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Digestive Enzyme Deficiency Is Prevalent

Sixty percent of those above 50 years old have digestive enzyme deficiency. Virtually one hundred percent those above 60 years old have digestive enzyme deficiency. The effect will be nutritional deficiency that are very common in older age group. The stomach and digestive symptoms may be not much.

But more common is bloated abdomen, reflux esophagitis symptoms, uncomfortable epigastric that last longer than usual especially certain animal protein and legumes food.
Stomach produce acid for protein digestion and when older age group people complaint of epigastric discomfort they were prescribe proton pump inhibitors(ppi) like pantoprazole or omeprazole and other ppi that compounding the problems of nutritional deficiency further. It is a paradox that the symptoms can be rectified with acid hydrochloride rather than blocking the acid production.
Other related enzymes re from pancreas mainly when food leaving the stomach into duodenum and jejunum. The enzymes are Lipase, Protease, Amylase. They are produce by pancreas.

Lipase
Lipase works with bile to break down the fat in your food so it can be used by your body. If there is not enough of it in your system, you may experience diarrhea and fatty stools. Your body may not get the healthy fat it needs as well.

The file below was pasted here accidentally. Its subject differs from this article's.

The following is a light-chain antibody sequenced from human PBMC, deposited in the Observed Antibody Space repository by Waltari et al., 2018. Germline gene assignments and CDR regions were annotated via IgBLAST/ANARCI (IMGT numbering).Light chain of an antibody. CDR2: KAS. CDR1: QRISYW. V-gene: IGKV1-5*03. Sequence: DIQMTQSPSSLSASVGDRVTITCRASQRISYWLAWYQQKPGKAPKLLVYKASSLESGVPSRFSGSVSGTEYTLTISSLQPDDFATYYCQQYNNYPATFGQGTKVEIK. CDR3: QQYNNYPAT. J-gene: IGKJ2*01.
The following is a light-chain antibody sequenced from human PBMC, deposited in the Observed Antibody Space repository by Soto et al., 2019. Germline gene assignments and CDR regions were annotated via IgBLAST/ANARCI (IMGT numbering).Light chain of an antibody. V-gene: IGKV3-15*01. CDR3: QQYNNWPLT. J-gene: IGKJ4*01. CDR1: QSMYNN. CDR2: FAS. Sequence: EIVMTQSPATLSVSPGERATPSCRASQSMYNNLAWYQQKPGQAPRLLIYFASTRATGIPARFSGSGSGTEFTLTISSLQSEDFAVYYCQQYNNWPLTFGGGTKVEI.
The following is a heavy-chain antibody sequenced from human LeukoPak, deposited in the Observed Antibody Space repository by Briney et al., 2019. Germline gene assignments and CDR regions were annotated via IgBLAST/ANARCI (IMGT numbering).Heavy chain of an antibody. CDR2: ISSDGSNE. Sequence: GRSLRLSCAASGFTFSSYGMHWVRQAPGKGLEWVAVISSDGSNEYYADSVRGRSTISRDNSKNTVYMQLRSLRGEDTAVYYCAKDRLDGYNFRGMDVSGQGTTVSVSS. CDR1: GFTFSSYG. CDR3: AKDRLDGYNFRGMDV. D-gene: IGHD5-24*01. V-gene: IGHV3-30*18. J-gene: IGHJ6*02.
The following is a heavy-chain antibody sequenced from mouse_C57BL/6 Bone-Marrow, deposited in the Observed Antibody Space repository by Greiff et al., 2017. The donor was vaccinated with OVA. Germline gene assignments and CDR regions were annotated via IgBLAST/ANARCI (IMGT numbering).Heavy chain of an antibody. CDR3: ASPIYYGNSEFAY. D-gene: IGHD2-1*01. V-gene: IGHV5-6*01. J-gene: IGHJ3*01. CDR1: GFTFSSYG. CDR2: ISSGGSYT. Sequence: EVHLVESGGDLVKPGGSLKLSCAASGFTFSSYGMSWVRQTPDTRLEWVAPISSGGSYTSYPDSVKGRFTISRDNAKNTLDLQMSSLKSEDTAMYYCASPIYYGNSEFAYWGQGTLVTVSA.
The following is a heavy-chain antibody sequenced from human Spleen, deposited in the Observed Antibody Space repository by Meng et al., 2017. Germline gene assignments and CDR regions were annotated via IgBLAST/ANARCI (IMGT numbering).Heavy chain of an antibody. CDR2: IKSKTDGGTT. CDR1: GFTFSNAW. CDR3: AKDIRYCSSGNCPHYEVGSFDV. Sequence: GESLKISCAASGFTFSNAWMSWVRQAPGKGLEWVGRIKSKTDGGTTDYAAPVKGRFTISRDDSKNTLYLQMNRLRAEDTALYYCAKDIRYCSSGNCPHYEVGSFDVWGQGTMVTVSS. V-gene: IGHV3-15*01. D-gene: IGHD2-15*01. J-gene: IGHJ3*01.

Protease
Protease helps break down proteins in your food and keeps your intestines free from bacteria, yeast and protozoa. If you have insufficient protease, you may have a higher risk for intestinal infections.

Amylase
Amylase helps convert the carbohydrates in your food into sugar. Shortage of this enzyme may result in diarrhea due to the undigested starch in your colon.
Your pancreas works hard to produce these three types of enzymes, and can generate up to 8 cups of these daily.
What is the pancreas, and what is its purpose in our body? Most people are familiar with the name, but may not be familiar about what this organ does. Essentially, your pancreas plays an important role in your digestive system by producing enzymes that help break down food in your intestines.

What is pancreas?

Located right behind your stomach in the abdominal area, the pancreas is a gland that measures 6 to 10 inches long and extends horizontally across your abdomen. Its shape has been often compared to a fish because it has a large head and a small tail,1 and is divided into four parts:

Head: It is located on the right side of the abdomen where your stomach meets the duodenum, the first section of the small intestine.
Neck: This is a thin section between the head and the body of the pancreas.
Body: The middle part of the pancreas.
Tail: This small tip is located on the left side of your abdomen, and sits very near the spleen.
The pancreas is actually comprised of two types of glands defined by their tissue names, the exocrine and endocrine tissues, but work together as one unit. The exocrine tissue comprises 95 percent of the pancreas and is responsible for producing the enzymes that help in food digestion.
The remaining 5 percent is comprised of endocrine cells called “islets of Langerhans,” which perform the important function of releasing hormones that control the amount of pancreatic enzymes produced, as well as control blood sugar levels.

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